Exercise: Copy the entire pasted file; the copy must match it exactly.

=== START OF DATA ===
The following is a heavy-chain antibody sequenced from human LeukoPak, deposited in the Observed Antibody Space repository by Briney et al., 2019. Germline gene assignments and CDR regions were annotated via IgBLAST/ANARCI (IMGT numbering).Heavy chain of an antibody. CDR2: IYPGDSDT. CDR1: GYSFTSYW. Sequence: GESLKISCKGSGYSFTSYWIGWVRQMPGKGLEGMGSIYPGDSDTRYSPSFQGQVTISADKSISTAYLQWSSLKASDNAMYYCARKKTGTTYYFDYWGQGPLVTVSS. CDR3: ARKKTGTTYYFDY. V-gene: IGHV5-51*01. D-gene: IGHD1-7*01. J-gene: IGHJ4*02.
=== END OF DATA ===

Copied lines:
The following is a heavy-chain antibody sequenced from human LeukoPak, deposited in the Observed Antibody Space repository by Briney et al., 2019. Germline gene assignments and CDR regions were annotated via IgBLAST/ANARCI (IMGT numbering).Heavy chain of an antibody. CDR2: IYPGDSDT. CDR1: GYSFTSYW. Sequence: GESLKISCKGSGYSFTSYWIGWVRQMPGKGLEGMGSIYPGDSDTRYSPSFQGQVTISADKSISTAYLQWSSLKASDNAMYYCARKKTGTTYYFDYWGQGPLVTVSS. CDR3: ARKKTGTTYYFDY. V-gene: IGHV5-51*01. D-gene: IGHD1-7*01. J-gene: IGHJ4*02.